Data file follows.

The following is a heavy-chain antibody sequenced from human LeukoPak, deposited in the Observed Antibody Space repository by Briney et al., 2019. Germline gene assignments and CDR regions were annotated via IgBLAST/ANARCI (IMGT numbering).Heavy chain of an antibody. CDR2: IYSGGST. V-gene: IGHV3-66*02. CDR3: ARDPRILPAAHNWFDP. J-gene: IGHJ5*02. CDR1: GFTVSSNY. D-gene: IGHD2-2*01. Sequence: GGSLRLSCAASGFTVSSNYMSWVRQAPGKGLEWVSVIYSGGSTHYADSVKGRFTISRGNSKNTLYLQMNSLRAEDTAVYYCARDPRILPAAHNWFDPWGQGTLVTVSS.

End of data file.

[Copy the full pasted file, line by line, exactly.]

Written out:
The following is a heavy-chain antibody sequenced from human LeukoPak, deposited in the Observed Antibody Space repository by Briney et al., 2019. Germline gene assignments and CDR regions were annotated via IgBLAST/ANARCI (IMGT numbering).Heavy chain of an antibody. CDR2: IYSGGST. V-gene: IGHV3-66*02. CDR3: ARDPRILPAAHNWFDP. J-gene: IGHJ5*02. CDR1: GFTVSSNY. D-gene: IGHD2-2*01. Sequence: GGSLRLSCAASGFTVSSNYMSWVRQAPGKGLEWVSVIYSGGSTHYADSVKGRFTISRGNSKNTLYLQMNSLRAEDTAVYYCARDPRILPAAHNWFDPWGQGTLVTVSS.